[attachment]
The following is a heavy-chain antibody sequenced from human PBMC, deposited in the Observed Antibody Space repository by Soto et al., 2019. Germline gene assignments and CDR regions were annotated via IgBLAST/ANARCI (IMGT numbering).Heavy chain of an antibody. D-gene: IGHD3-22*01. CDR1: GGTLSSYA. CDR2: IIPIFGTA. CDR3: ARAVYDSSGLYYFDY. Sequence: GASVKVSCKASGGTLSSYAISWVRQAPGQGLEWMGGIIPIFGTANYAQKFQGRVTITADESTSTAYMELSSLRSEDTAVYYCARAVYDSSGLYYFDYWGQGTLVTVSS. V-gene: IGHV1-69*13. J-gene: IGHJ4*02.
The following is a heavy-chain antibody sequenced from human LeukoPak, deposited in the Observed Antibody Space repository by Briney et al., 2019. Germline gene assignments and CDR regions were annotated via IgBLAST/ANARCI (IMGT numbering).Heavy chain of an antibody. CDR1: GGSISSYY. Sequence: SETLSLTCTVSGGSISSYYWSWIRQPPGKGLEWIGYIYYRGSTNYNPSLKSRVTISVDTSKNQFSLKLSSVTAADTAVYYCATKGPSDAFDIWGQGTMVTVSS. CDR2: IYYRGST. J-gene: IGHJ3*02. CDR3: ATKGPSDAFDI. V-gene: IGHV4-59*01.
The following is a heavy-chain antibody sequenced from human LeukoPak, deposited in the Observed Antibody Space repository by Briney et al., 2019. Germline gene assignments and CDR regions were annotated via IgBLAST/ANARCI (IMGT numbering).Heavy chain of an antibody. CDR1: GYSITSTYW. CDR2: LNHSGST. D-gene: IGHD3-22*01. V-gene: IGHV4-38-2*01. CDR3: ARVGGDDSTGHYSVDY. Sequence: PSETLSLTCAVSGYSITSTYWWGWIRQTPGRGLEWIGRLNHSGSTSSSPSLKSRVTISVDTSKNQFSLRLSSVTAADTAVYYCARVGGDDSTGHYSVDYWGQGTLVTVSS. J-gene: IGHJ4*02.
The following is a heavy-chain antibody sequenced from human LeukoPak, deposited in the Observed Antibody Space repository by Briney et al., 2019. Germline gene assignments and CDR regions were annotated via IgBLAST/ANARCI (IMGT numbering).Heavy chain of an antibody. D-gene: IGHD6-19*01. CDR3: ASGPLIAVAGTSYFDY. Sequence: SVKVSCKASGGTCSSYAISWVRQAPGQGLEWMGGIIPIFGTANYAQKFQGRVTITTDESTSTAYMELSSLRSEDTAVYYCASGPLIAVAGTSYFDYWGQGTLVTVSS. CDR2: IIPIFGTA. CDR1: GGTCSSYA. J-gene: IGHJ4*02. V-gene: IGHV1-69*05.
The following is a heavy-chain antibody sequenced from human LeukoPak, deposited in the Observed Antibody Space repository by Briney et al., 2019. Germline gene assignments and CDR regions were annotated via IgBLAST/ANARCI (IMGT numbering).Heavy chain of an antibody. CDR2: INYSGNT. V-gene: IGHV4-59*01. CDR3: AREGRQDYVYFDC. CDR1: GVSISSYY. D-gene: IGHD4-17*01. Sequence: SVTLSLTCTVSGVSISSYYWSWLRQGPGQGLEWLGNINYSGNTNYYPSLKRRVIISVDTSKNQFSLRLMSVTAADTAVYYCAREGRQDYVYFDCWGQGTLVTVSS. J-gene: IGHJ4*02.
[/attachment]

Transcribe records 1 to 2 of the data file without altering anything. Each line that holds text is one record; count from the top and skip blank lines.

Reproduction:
The following is a heavy-chain antibody sequenced from human PBMC, deposited in the Observed Antibody Space repository by Soto et al., 2019. Germline gene assignments and CDR regions were annotated via IgBLAST/ANARCI (IMGT numbering).Heavy chain of an antibody. D-gene: IGHD3-22*01. CDR1: GGTLSSYA. CDR2: IIPIFGTA. CDR3: ARAVYDSSGLYYFDY. Sequence: GASVKVSCKASGGTLSSYAISWVRQAPGQGLEWMGGIIPIFGTANYAQKFQGRVTITADESTSTAYMELSSLRSEDTAVYYCARAVYDSSGLYYFDYWGQGTLVTVSS. V-gene: IGHV1-69*13. J-gene: IGHJ4*02.
The following is a heavy-chain antibody sequenced from human LeukoPak, deposited in the Observed Antibody Space repository by Briney et al., 2019. Germline gene assignments and CDR regions were annotated via IgBLAST/ANARCI (IMGT numbering).Heavy chain of an antibody. CDR1: GGSISSYY. Sequence: SETLSLTCTVSGGSISSYYWSWIRQPPGKGLEWIGYIYYRGSTNYNPSLKSRVTISVDTSKNQFSLKLSSVTAADTAVYYCATKGPSDAFDIWGQGTMVTVSS. CDR2: IYYRGST. J-gene: IGHJ3*02. CDR3: ATKGPSDAFDI. V-gene: IGHV4-59*01.